Juvenile hemochromatosis (JH) is a rare autosomal recessive disorder of iron metabolism, genetically heterogeneous. In JH, symptomatic organ involvement occurs as early as the second decade of life. Heart failure and/or arrhythmias are the most frequent causes of death. Phlebotomy is the safest, most effective, and most economic therapeutic approach in hemochromatosis patients but is not indicated during the treatment of severe congestive heart failure with unstable hemodynamic status. The treatment of iron overload in these prohibitive clinical situations has to be carried out using iron chelators. We report a case of heart failure in the setting of unrecognized juvenile hemochromatosis successfully treated by the simultaneous administration of deferoxamine and deferiprone. To our knowledge, this is the first patient affected by JH treated with combined chelation regimen.
Juvenile hemochromatosis (JH) is a rare autosomal recessive disorder of iron metabolism, genetically heterogeneous; most families are related to the recently cloned hemojuvelin gene and a small subset of JH patients was shown to harbor mutations in the HAMP gene encoding hepcidin antimicrobial peptide that modulates intestinal iron absorption. The HAMP gene is located at chromosome 19q13. HAMP mutations are associated with a new type of severe juvenile hemochromatosis not related to chromosome 1q.1-3
Total hepcidin deficiency resulting in increased iron export to plasma characterizes the severe iron overload of JH.
In JH, symptomatic organ involvement occurs as early as the second decade of life. Although liver involvement is a constant feature in genetic hemochromatosis, diabetes, hypogonadotropic hypogonadism, cardiomyopathy, arrhythmias, and heart failure are far more frequent in JH than in the adult-onset form. The progression of this disease is rapid and, left untreated, heart disease may be evident by the age of 20 to 30 years, possibly resulting in death in the absence of heart transplantation. Heart failure and/or arrhythmias are the most frequent causes of death.4,5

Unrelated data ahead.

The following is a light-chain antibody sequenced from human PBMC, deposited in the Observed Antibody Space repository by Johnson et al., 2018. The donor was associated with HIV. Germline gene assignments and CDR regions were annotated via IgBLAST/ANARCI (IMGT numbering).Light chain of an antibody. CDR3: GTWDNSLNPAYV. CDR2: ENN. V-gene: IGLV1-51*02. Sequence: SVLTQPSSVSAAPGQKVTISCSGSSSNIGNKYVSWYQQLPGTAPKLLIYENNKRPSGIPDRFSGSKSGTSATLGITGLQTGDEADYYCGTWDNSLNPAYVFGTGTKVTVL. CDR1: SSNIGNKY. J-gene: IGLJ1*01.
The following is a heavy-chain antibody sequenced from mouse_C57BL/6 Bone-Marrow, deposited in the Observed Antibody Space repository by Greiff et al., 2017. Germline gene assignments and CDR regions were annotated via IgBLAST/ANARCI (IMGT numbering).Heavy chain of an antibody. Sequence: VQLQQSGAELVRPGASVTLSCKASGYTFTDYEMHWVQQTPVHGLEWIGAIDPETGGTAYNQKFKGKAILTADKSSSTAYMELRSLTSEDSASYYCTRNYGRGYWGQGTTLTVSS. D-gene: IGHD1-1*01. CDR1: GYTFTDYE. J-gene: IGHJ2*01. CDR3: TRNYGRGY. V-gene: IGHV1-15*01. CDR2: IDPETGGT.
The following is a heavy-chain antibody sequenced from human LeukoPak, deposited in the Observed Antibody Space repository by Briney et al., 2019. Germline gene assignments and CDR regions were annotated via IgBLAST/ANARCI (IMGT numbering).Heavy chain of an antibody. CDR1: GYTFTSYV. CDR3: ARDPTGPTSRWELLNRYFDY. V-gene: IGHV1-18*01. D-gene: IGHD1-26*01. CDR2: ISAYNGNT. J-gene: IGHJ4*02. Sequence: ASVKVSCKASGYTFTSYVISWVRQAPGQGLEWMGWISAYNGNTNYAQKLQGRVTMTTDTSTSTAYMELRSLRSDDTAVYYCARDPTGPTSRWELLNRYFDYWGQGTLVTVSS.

We report a case of heart failure in the setting of unrecognized JH successfully treated by the combination of deferoxamine (DFO) and deferiprone (DFP).
Patient, materials, and methods
A 29-year-old man was admitted to the intensive care unit because of cardiac failure. He lived in Albania until 2 months before admission when he came to Italy, to join his brothers and to search for the cause of his infertility. He had been well until a few days before admission when he began to notice fatigue, malaise, nonproductive cough, and progressive dyspnea.
A chest X-ray showed cardiomegaly. A 2-dimensional heart ultrasound demonstrated the presence of a dilatated cardiomyopathy with profound global left ventricular hypokinesis and ejection fraction of 25%. A mild increase of pulmonary arterial pressure was also detected. Shortly after admission, the patient developed atrial fibrillation. He was treated by diuretics, ACE inhibitors, and amiodarone and was started on anticoagulation with intravenous heparin followed by warfarin therapy.
Hematologic findings included a hematocrit level of 0.38 (38%), a hemoglobin concentration of 130 g/L (13 g/dL), a mean corpuscular volume of 91 fL, and a mean corpuscular hemoglobin value of 35 pg. Platelet counts were 44 × 109/L and leukocyte counts were 2.1 × 109/L. Blood tests revealed the following results: total bilirubin, 15.39 μM (0.9 mg/dL; conjugated bilirubin, 1.71 μM [0.1 mg/dL]); aspartate aminotransferase, 132 U/L; alanine aminotransferase, 216 U/L; γ-glutamyltransferase, 79 U/L; alkaline phosphatase, 125 U/L; serum ferritin, 3773 ng/mL (normal, 15 to 250 ng/mL); serum transferrin saturation, 100%; and serum iron, 26.31 μM (147 μg/dL; normal, 10.56-28.28 μM [59-158 μg/dL]). Non–transferrin-bound iron (NTBI), evaluated by chromatographic method,6 was 4.91 μM (healthy individuals always have negative NTBI values). Glucose tolerance was normal.